Signifying the Local

Media Productions Rendered in Local Languages in Mainland China in the New Millennium


In Signifying the Local, Jin Liu examines contemporary cultural productions rendered in local languages and dialects (fangyan) in the fields of television, cinema, music, and literature in Mainland China. This ground-breaking interdisciplinary research provides an account of the ways in which local-language media have become a platform for the articulation of multivocal, complex, and marginal identities in post-socialist China. Viewed from the uniquely revealing perspective of local languages, the mediascape of China is no longer reducible to a unified, homogeneous, and coherent national culture, and thus renders any monolithic account of the Chinese language, Chineseness, and China impossible.

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Jin Liu, Ph.D. (Cornell, 2008), is Assistant Professor of Chinese at Georgia Institute of Technology. She has published in journals including positions (forthcoming), Modern Chinese Literature and Culture, and Journal of Modern Literature in Chinese. She co-edited Chinese Under Globalization: Emerging Trends in Language Use in China (2012)
"Her topics include a historical review of the discourse of the local in 20th-century China, performativity in dubbing films in local languages, television news talk shows in local languages, popular music and local youth identity in the age of the Internet, multiplicity in mainstream studio films in local languages, and the unassimilated voice in recent fiction in local languages."
Reference & Research Book News, December 2013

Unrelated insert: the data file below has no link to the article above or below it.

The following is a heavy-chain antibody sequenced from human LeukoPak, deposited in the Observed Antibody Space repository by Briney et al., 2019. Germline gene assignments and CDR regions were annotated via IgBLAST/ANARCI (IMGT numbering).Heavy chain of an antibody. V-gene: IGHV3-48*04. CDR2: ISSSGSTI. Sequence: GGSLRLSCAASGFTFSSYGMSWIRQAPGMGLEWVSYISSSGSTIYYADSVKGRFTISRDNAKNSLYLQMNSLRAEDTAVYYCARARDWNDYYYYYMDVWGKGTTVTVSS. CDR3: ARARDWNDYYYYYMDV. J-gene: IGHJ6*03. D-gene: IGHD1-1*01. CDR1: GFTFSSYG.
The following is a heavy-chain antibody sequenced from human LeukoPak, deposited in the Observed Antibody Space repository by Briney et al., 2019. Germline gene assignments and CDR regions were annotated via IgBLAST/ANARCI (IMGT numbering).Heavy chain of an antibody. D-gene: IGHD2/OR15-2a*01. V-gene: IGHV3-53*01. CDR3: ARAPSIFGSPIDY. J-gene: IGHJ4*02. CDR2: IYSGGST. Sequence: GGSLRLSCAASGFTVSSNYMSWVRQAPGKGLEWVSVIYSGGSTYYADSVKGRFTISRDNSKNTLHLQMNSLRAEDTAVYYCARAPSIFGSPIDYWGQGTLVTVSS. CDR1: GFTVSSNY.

"This wide-ranging exploration of the linguistic value found in localized Chinese media texts (including literary fiction) offers rich insights into the broader contexts of Chinese cultures... Liu’s extensively detailed book provides insights into the various modes of communication in China that challenge notions of Han-dominant, Putonghua-Mandarin-based entertainment. Through a variety of well-chosen examples across a range of mediums, Liu successfully informs us of a China far from the monoculture sold to us by Western media and (some) academics.... A mammoth undertaking."
The China Journal, No. 72 (July 2014), 170-172

"Liu’s monograph offers an impressive and extensive analysis of the place of dialects and local languages in modern China through analysis of a wide range of media and texts. It debunks the myth that mainstream media is monolithically Putonghua. Throughout the book, Liu links China-focused literary analysis and case studies to a variety of international contexts, making the work relevant to scholars working with similar themes outside of China. Overall, the monograph is comprehensively researched. ... The work must be praised for its scholarly attention to detail.
I highly recommend it for scholars and students with an interest in sociolinguistics, languages and media, social power and the use of language among different social and ethnic groups, and those interested in understanding the pluralistic reality of contemporary Chinese culture, a vision that contrasts with official PRC discourse and with what some China commentators would have us believe."
Lauren Gorfinkel, Macquarie University, MCLC Resource Center Publication, February 2017

Chapter One A Historical Review of the Discourse of the Local in Twentieth-Century China
Chapter Two An Overview of Television Series Productions in the 2000s
Chapter Three Alternative Translation: Performativity in Dubbing Films in Local Languages
Chapter Four Empowering Local Community: TV News Talks Shows in Local Languages
Chapter Five Ambivalent Laughter: Comic Sketches in CCTV's Spring Festival Eve Gala
Chapter Six Popular Music and Local Youth Identity in the Age of the Internet
Chapter Seven The Rhetoric of Local Languages as the Marginal: Chinese Underground and Independent Films by Jia Zhangke and Others
Chapter Eight Multiplicity in Mainstream Studio Films in Local Languages
Chapter Nine The Unassimilated Voice in Recent Fiction in Local Languages
Film, Video, and Audio Sources
Academic scholars, undergraduate and graduate students, and general public who are interested in contemporary Chinese popular culture and media, globalization and localization, and the issue of (local) languages and dialects in China.
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